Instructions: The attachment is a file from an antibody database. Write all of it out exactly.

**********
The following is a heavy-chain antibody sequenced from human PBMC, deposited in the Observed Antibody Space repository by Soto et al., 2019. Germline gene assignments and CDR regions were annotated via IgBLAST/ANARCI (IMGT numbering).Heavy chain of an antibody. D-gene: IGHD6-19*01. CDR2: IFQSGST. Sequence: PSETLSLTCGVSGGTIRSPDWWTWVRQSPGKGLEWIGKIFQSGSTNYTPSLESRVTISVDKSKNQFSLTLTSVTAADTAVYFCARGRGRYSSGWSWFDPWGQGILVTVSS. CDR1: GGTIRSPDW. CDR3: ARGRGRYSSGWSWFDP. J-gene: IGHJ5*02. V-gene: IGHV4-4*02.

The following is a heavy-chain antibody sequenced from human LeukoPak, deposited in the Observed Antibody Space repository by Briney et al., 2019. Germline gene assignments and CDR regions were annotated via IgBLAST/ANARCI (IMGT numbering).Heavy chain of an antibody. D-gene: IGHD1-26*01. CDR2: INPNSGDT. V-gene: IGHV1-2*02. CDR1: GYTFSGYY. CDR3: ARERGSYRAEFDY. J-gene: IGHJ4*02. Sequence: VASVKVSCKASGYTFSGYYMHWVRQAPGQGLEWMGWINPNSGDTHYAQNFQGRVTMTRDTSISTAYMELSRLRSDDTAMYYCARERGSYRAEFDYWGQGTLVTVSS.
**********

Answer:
The following is a heavy-chain antibody sequenced from human PBMC, deposited in the Observed Antibody Space repository by Soto et al., 2019. Germline gene assignments and CDR regions were annotated via IgBLAST/ANARCI (IMGT numbering).Heavy chain of an antibody. D-gene: IGHD6-19*01. CDR2: IFQSGST. Sequence: PSETLSLTCGVSGGTIRSPDWWTWVRQSPGKGLEWIGKIFQSGSTNYTPSLESRVTISVDKSKNQFSLTLTSVTAADTAVYFCARGRGRYSSGWSWFDPWGQGILVTVSS. CDR1: GGTIRSPDW. CDR3: ARGRGRYSSGWSWFDP. J-gene: IGHJ5*02. V-gene: IGHV4-4*02.

The following is a heavy-chain antibody sequenced from human LeukoPak, deposited in the Observed Antibody Space repository by Briney et al., 2019. Germline gene assignments and CDR regions were annotated via IgBLAST/ANARCI (IMGT numbering).Heavy chain of an antibody. D-gene: IGHD1-26*01. CDR2: INPNSGDT. V-gene: IGHV1-2*02. CDR1: GYTFSGYY. CDR3: ARERGSYRAEFDY. J-gene: IGHJ4*02. Sequence: VASVKVSCKASGYTFSGYYMHWVRQAPGQGLEWMGWINPNSGDTHYAQNFQGRVTMTRDTSISTAYMELSRLRSDDTAMYYCARERGSYRAEFDYWGQGTLVTVSS.